Magic of the Everyday, Writing

Waiting Mode

Keeping-Me-Honest Update

I finished my second story in March (hurray! Goal met for March-check!), and I still have six ships at sea (although this almost feels like cheating, since they’re the same six…sigh). One finished for this month, and one yet to go. (Yay! But ugh, it’s beginning to feel like a roller coaster here!)

And the Rest…

I’m in “waiting mode.” And I hate waiting. Don’t you?

In the doctor’s office waiting room, I read a book that I bring along (if I can tune out the blasted daytime TV inanities, that is!). In a grocery store line, I plot stories, or play with ideas. Walking in the woods, I tune in to the vibrancy around me, let it fill me and soon I’m tossing ideas for stories around like dandelions toss seeds into the breeze.

This is all good, all filling of otherwise ‘wasted’ time with things important to me. But waiting on story submissions?

Waiting for comment — any comment — on a submitted story is like waiting for fingernails to finish scratching down a chalkboard (yeah, I’m old enough to know that sound!). After awhile, even a rejection is a relief. It means I’ve heard something, after all. My submission, hard-written and edited to the best of my abilities, wasn’t lost in the ether, or ignored in the slush. Actual comments are wonderful! A real human read this, had enough opinion on it to write a few words– weeeee! And an acceptance is wonderful, like discovering AIR has a flavor, and that flavor is happiness.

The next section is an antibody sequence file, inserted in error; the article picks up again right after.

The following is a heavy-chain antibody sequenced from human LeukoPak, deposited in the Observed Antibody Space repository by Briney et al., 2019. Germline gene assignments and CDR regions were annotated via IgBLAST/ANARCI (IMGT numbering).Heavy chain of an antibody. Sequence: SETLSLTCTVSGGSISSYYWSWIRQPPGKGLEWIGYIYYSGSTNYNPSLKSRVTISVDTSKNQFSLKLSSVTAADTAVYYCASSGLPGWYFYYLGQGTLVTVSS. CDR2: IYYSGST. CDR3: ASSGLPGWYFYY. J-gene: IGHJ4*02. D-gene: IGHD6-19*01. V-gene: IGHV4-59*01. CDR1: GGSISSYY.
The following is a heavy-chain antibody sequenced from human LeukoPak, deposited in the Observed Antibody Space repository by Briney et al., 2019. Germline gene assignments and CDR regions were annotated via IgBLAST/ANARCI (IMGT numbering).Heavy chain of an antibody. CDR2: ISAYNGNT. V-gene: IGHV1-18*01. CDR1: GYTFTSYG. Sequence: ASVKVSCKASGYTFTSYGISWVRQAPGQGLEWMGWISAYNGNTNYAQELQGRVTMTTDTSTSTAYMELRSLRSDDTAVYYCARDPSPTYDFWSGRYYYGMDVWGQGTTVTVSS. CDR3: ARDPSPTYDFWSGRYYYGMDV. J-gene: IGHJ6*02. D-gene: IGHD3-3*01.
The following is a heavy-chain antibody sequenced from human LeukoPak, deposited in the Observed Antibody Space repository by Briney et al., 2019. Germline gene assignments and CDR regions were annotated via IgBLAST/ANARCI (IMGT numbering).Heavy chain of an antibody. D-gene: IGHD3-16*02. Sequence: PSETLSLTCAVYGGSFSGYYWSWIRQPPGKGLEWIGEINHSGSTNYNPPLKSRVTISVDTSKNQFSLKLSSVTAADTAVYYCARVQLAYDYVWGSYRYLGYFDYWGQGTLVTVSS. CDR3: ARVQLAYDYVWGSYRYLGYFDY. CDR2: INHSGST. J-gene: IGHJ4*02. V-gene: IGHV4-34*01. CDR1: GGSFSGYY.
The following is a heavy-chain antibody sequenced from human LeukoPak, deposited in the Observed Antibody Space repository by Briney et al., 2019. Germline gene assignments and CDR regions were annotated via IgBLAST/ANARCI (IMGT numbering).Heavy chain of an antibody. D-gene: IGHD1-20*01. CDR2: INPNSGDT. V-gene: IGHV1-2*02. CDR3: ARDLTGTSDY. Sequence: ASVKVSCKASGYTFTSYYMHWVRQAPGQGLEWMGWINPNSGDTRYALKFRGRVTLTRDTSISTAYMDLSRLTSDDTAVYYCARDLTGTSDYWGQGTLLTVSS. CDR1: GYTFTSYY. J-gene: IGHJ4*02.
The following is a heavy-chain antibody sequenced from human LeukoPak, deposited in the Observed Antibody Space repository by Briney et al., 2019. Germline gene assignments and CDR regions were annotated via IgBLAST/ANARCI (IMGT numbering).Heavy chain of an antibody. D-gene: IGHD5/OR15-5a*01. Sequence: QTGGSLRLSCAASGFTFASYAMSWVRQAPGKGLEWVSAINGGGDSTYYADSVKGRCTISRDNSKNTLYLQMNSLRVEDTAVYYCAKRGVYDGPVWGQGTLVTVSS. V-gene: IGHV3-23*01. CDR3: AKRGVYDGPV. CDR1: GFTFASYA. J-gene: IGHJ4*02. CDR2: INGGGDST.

Oh, but the wait. And waiting on six is worse than waiting on one. I assume that the wait on one will be long, and dreary. But with six? Well, golly-gee, I gotta hear something every week, right? After all, the odds are that at least one of ‘em will be kicked out of the running, or something, every so often. Maybe, once every six weeks?

But no.

So I wait. And I write more, of course. But my heart is divided. I long to comfort those stories still out there, those ships sailing the seas for me. “I haven’t forgotten you. I haven’t given up on you,” I’d like to tell them. But the new stories, they clamor for my attention. And rightly so. Without my full attention, these new things forming under my care will never take shape, will never find life or a voice. They’ll wither alone in the dark, undernourished and starved of my attention. Then I’ll have no new stories to send out, just tattered shreds of what-might-have-been.

If I stop writing and just wait, I also stop growing. Each time I write a story, my ability to increase a story’s complexity grows. Each time I finish a new story and edit it, I see how I’ve grown and matured. Sure, there’s always a story that just doesn’t gel, that can’t quite get its feet under it. But most find a shape and a form that please me (at least after a month in the closet and a few dozen edits). And the ‘closet’ is filling up, the editing folder expanding.

Soon, the number of my ships at sea will expand. I’ll have grown as a writer, and my confidence will grow, too. I know this, and I believe that some of my stories will find publication light-of-day. Oh, the joy!

But until then, I wait. And write on in the dark.